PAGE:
Monday, May 9, 2011

Creating texture with brushes

When I started digital scrapbooking, I didn't really know the power of the brush. I figured that the brush tool is just used for drawing and writing, and I stuck with the circle-shaped brush that came with the program.

Then I realized that there are many kinds of brushes out there, in many shapes and colors. I noticed other scrapbookers were using them as stamps to make beautiful embellishments. Still, I held out for a while. I figured that it amounted to using someone else's work, and I wanted to do as much as I could do myself. I even experimented with making my own brushes, as described here.

My scrapbooking style is generally clean and simple, but some layouts call for something a little more fun. Certainly, a layout of a boy in the dirt needs a dirty texture. Yet I had always had trouble when I tried to create texture with the GIMP's basic tools. The artistic filters just weren't cutting it. I definitely needed the right brush.

The Journaling reads:

You are all boy! Here is your first time playing in the dirt. Like everything else, it ended up in your mouth. I don't think you liked it very much, as you can see in the photo. The dirt stains didn't come out in the wash, either. I expect that you will be playing in the dirt for many more years to come, so I'll try to remember to dress you in your "play clothes." Play on, little boy!
~Bellingham Park, March 2011

Doing a quick Google search, I realized that there are lots of messy, grunge-style brushes out there. The brush I used in this layout is from a brush set called “Scratchie” at DeviantArt here. They served my purpose to create a messy, streaky look.

To create the effect, I chose a nice brown color and stamped away. I then went over it again using the same brush as an eraser. I used different sizes and tried to make it as random as possible to avoid creating a repetitive pattern.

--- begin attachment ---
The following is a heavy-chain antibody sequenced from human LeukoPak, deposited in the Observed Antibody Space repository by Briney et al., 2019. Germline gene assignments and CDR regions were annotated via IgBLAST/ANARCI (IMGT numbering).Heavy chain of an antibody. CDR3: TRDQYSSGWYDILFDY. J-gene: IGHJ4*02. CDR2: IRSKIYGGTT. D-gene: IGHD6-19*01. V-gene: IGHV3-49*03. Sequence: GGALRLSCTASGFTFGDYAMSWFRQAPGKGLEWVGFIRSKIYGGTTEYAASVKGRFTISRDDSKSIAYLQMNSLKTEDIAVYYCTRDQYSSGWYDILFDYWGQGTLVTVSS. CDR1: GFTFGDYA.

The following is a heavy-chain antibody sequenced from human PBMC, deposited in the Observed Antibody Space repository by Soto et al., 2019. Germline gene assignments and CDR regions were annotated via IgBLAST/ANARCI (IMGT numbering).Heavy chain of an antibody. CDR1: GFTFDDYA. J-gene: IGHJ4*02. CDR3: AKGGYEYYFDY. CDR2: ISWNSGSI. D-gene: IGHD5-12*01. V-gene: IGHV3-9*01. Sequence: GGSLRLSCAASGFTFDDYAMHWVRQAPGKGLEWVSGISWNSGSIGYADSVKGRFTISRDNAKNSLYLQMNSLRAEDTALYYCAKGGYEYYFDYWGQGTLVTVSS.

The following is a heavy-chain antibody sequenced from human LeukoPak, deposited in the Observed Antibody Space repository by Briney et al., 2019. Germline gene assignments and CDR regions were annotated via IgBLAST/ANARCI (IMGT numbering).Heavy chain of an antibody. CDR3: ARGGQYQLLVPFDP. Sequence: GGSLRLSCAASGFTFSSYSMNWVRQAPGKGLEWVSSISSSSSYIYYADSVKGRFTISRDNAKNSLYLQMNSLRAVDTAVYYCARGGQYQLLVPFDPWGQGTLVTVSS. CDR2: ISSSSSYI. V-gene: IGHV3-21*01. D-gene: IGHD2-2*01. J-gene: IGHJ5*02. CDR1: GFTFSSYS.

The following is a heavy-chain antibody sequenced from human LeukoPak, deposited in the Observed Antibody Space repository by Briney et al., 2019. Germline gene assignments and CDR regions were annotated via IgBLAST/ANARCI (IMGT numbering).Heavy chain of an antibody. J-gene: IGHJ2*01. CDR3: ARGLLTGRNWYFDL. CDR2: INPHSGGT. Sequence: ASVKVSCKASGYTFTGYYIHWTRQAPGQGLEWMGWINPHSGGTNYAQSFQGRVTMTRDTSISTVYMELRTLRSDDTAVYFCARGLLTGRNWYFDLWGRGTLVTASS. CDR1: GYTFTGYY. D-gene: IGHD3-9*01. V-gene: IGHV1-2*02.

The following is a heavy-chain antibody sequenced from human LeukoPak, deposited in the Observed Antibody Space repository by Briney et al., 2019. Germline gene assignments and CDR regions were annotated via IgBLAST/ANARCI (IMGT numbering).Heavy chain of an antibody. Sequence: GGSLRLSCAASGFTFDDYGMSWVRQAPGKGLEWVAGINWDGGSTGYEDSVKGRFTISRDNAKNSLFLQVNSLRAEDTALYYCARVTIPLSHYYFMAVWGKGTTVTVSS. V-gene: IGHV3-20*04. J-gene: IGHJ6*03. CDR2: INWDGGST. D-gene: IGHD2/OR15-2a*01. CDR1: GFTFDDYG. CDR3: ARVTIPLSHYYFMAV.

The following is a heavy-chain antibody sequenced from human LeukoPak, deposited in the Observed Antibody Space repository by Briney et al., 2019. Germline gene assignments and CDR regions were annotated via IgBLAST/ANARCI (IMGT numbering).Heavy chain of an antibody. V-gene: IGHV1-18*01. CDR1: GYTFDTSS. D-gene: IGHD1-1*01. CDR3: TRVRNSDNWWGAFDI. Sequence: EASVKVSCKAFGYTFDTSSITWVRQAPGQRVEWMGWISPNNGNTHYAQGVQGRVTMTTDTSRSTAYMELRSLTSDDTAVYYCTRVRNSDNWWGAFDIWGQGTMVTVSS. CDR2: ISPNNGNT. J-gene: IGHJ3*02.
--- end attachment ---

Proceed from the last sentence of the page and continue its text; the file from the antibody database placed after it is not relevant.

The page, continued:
I used the same brush to make distressed lettering. Big and bold font works best to create the distressed texturing without destroying the letters. I used “Impact Condensed.” I then used the erase brush and randomly stamped on top of the letters to create a worn appearance. To make the letters more legible, I used the erase brush on the “dirt” under the letters to create more contrast. All-in-all, I think it came out dirty enough to complement my son's hands, knees, and face.

There is a huge variety of free brushes on the Internet. Most are compatible with both Photoshop and GIMP. While many people have spent hundreds of dollars for Photoshop, us GIMP users can get the same stuff with our free program.

Be sure to read the terms of use before using the brushes. Most permit free, unlimited personal use as long as we give credit. Many also allow commercial use, but some charge a royalty fee.

Indeed, the power of the brush has overtaken my need to earn artistic merit. Now that I have started to use pre-made brushes, I don't think that I can go back to my strict DIY ways. Digital brushes are one of the most versatile tools available to us digital scrapbookers, and creating texture is just one way to use them.

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